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p 240 of 493 of this PDF at http://85.17.122.176/bookreader.php/139008/The_Letters_of_J.R.R.Tolkien.pdf:

'Helms too they chose' is archaic. Some (wrongly) class it as an 'inversion', since normal order is 'They also chose helmets' or 'they chose helm ets too'. (Real mod. E. 'They also picked out some helmets and round shields'.) [1.] But this is not normal order, and if mod. E. has lost the trick of putting a word desired to emphasize (for pictorial, emotiona l or logical reasons) into prominent first place, without addition of a lot of [2.] little 'empty' words (as the Chinese say), so much the worse for it. And so much the better for [3.] it the sooner it learns the trick again. And some one must begin the teaching, by example.

1. Please elucidate Tolkien's intent? I thought that he'd prefer 'Helms too they chose'? But then he claims it is 'archaic' and the bolded? These would contradict his position, no?

2. What are little 'empty' words

3. What's the antecedent of it?

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  • I believe that those little 'empty' words mentioned are en.wikipedia.org/wiki/Chinese_particles. (To be clear, my personal belief is that they aren't empty.) Oct 26, 2014 at 9:05
  • Keep in mind that Tolkien was a scholar of Old English and wrote his fiction in deliberately 'archaic' styles. For him archaic is not a derogatory term but simply descriptive. Oct 26, 2014 at 12:19
  • Also, what would be an archaism if used when talking with the man-on-the-street could be regarded as merely a stylistic feature a poem. Literary genres can be more conservative. That said, a fine line that has to be walked here, because the overuse of archaic forms can doom a work to the curiosity shoppe.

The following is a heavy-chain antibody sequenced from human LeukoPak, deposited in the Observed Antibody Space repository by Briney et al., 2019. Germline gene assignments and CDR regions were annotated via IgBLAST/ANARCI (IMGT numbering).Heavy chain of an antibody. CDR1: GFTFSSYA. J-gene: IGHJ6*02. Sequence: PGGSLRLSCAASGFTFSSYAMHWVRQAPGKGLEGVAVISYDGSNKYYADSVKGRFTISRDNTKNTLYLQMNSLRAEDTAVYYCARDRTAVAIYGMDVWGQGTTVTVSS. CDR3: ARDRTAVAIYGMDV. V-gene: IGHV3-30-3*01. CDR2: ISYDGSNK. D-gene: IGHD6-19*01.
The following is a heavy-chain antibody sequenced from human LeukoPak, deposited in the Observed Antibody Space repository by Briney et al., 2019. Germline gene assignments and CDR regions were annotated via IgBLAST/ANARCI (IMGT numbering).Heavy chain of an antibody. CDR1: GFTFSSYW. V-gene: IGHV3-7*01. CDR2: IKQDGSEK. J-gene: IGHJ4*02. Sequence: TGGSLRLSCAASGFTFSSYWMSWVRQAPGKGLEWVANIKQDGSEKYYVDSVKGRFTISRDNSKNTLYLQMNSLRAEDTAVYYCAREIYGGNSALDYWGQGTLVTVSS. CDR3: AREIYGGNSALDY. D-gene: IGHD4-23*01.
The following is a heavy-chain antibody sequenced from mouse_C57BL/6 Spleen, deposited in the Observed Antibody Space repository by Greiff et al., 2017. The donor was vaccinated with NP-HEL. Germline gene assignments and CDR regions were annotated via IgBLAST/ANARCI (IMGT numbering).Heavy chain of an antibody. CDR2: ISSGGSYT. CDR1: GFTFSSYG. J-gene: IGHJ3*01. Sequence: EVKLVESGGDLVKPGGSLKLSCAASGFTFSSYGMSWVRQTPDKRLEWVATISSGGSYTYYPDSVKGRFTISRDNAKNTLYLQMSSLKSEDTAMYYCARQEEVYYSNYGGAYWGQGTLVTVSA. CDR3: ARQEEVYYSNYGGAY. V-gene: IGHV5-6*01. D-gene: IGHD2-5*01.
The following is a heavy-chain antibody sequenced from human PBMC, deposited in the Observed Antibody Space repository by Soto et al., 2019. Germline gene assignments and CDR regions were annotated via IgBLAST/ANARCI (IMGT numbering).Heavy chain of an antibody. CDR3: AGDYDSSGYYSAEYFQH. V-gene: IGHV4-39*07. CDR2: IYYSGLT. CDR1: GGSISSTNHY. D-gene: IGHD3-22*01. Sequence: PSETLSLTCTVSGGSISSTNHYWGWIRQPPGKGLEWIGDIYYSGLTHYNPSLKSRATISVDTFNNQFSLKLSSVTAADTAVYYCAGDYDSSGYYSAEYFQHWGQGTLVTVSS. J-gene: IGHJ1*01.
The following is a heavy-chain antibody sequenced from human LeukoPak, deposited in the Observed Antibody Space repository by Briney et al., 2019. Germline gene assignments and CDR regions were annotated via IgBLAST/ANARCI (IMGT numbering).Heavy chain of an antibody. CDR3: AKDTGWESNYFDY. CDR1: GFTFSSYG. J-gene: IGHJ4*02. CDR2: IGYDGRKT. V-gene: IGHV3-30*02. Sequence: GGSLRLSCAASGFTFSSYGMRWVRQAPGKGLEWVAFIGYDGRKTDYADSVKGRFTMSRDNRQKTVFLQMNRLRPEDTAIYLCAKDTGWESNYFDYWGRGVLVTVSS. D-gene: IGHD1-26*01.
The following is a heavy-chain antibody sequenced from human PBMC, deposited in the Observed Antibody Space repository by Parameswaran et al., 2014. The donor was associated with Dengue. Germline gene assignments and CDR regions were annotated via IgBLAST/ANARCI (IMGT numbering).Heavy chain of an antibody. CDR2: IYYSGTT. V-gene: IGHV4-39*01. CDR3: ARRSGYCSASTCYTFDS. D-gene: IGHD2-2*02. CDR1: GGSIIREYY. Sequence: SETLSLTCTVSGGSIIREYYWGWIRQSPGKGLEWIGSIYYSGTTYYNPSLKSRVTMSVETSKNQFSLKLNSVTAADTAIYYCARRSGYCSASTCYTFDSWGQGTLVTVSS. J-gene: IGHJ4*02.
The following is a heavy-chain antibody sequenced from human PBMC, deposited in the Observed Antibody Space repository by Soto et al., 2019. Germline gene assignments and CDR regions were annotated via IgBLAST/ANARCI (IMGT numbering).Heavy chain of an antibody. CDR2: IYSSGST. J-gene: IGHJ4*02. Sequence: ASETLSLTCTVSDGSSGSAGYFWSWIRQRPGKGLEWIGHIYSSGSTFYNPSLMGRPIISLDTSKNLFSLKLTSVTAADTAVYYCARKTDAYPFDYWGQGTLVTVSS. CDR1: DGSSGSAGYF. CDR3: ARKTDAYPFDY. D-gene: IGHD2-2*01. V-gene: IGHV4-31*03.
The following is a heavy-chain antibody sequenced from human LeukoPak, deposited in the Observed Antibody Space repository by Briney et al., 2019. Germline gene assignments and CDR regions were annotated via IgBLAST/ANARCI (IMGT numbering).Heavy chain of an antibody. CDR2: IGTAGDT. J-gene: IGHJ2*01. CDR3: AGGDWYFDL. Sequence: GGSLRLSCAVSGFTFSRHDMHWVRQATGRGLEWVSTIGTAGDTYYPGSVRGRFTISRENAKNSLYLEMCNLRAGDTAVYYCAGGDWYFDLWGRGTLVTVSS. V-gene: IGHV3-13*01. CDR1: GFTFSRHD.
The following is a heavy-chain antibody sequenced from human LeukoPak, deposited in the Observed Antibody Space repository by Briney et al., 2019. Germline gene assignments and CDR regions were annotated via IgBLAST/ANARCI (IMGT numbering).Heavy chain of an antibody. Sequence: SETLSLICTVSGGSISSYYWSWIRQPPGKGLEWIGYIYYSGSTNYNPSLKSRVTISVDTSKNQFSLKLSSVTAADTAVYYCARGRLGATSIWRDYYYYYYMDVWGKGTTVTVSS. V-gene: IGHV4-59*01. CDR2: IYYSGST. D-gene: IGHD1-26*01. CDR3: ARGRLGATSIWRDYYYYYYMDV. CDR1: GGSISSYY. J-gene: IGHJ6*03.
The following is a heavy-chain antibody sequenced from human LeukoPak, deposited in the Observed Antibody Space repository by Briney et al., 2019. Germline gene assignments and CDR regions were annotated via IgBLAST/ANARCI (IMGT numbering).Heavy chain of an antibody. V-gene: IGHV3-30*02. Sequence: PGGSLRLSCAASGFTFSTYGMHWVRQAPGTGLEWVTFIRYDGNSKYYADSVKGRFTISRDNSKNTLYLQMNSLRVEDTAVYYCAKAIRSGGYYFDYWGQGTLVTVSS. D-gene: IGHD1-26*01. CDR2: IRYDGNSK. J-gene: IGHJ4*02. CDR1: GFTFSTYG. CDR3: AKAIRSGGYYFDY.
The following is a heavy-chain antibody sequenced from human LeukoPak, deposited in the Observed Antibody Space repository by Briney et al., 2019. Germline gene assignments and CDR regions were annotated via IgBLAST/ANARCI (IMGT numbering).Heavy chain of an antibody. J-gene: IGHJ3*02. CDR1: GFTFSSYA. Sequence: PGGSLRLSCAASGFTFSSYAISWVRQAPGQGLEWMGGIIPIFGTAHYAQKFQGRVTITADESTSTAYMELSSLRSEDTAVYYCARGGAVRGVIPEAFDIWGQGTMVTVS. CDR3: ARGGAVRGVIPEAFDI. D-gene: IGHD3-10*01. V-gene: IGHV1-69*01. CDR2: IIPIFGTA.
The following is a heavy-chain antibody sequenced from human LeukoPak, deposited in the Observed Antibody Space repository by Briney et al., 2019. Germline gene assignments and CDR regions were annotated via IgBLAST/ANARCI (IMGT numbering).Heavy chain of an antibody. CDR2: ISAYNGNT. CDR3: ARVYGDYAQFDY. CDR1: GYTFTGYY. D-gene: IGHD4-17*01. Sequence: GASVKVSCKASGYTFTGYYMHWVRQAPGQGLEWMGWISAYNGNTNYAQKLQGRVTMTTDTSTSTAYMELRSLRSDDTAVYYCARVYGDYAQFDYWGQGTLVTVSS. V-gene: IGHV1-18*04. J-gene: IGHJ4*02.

– TimR
    Oct 26, 2014 at 13:03

1 Answer 1

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In the letter the excerpt is from, Tolkien is defending the use of (deliberate) archaism as a valid/useful stylistic choice.

With this in mind, the passage becomes clearer. 'Helms too they chose' is an example of how he would like to see archaic phrasing used. It is non-standard (I.E. archaic), but it is concise, clear, and puts the word he wants to emphasise ('helms') into 'prominent first place'.

Standard English, on the other hand, can no longer do this without adding a lot of extra words that don't actually add anything new to the sentence - something like 'Helmets were another thing that they also chose'. Twice as many words used, yet the same amount of information conveyed - therefore the extra words are 'empty'.

In the final sentence 'it' means 'modern English'. (The sooner modern English relearns how to say 'helms also they chose', the better.)

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